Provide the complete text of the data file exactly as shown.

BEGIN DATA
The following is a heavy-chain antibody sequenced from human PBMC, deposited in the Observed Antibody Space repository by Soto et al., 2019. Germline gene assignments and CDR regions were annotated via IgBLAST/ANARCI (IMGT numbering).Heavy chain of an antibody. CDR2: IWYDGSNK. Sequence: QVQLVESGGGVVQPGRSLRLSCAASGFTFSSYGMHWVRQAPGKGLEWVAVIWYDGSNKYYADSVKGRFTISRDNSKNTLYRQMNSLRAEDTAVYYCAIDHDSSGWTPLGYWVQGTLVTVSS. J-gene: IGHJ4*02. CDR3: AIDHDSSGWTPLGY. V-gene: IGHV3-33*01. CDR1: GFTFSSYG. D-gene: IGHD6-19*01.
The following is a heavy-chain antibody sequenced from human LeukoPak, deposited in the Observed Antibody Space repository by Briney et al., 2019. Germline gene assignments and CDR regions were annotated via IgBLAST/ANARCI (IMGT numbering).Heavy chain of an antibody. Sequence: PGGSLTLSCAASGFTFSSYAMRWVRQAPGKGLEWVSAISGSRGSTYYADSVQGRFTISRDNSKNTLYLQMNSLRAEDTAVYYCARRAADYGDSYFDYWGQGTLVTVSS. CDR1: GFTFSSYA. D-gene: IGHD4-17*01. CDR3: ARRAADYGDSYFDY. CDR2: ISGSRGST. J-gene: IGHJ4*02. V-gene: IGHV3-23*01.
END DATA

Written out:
The following is a heavy-chain antibody sequenced from human PBMC, deposited in the Observed Antibody Space repository by Soto et al., 2019. Germline gene assignments and CDR regions were annotated via IgBLAST/ANARCI (IMGT numbering).Heavy chain of an antibody. CDR2: IWYDGSNK. Sequence: QVQLVESGGGVVQPGRSLRLSCAASGFTFSSYGMHWVRQAPGKGLEWVAVIWYDGSNKYYADSVKGRFTISRDNSKNTLYRQMNSLRAEDTAVYYCAIDHDSSGWTPLGYWVQGTLVTVSS. J-gene: IGHJ4*02. CDR3: AIDHDSSGWTPLGY. V-gene: IGHV3-33*01. CDR1: GFTFSSYG. D-gene: IGHD6-19*01.
The following is a heavy-chain antibody sequenced from human LeukoPak, deposited in the Observed Antibody Space repository by Briney et al., 2019. Germline gene assignments and CDR regions were annotated via IgBLAST/ANARCI (IMGT numbering).Heavy chain of an antibody. Sequence: PGGSLTLSCAASGFTFSSYAMRWVRQAPGKGLEWVSAISGSRGSTYYADSVQGRFTISRDNSKNTLYLQMNSLRAEDTAVYYCARRAADYGDSYFDYWGQGTLVTVSS. CDR1: GFTFSSYA. D-gene: IGHD4-17*01. CDR3: ARRAADYGDSYFDY. CDR2: ISGSRGST. J-gene: IGHJ4*02. V-gene: IGHV3-23*01.